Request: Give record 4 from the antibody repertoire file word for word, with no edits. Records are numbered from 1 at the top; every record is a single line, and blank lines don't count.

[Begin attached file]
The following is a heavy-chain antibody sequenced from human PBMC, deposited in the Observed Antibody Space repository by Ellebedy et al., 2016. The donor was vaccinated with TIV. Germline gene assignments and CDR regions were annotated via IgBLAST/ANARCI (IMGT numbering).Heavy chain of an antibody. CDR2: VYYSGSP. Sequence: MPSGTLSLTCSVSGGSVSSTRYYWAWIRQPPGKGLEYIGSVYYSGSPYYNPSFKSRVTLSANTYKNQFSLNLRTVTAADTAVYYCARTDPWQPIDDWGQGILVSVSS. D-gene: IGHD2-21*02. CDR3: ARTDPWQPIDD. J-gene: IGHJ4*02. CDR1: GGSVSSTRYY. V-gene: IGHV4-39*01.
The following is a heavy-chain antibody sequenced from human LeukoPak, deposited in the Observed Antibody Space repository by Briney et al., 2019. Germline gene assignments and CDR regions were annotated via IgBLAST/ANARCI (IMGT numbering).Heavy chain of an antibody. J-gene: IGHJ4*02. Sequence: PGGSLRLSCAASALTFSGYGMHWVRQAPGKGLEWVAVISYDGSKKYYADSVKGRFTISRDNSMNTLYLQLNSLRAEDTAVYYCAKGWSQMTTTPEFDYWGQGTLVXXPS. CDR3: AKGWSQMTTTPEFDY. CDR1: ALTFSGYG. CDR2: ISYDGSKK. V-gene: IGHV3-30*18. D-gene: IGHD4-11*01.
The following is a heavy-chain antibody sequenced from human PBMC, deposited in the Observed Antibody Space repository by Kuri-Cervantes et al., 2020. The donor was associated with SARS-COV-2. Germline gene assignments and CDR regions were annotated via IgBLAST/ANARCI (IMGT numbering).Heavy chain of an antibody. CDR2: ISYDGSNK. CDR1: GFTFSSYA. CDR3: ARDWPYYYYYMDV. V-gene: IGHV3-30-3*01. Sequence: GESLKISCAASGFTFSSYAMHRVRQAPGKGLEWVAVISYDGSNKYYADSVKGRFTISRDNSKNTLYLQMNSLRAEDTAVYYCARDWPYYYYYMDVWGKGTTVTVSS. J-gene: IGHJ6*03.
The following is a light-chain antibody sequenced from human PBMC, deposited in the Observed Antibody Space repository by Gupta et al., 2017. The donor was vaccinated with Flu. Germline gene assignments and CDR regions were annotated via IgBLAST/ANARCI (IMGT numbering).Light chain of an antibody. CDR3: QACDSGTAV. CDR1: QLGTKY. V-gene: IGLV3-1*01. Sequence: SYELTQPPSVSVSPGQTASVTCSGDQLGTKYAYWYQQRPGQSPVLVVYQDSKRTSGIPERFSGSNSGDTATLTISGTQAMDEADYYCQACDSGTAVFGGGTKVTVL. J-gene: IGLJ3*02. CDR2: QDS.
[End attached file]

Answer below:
The following is a light-chain antibody sequenced from human PBMC, deposited in the Observed Antibody Space repository by Gupta et al., 2017. The donor was vaccinated with Flu. Germline gene assignments and CDR regions were annotated via IgBLAST/ANARCI (IMGT numbering).Light chain of an antibody. CDR3: QACDSGTAV. CDR1: QLGTKY. V-gene: IGLV3-1*01. Sequence: SYELTQPPSVSVSPGQTASVTCSGDQLGTKYAYWYQQRPGQSPVLVVYQDSKRTSGIPERFSGSNSGDTATLTISGTQAMDEADYYCQACDSGTAVFGGGTKVTVL. J-gene: IGLJ3*02. CDR2: QDS.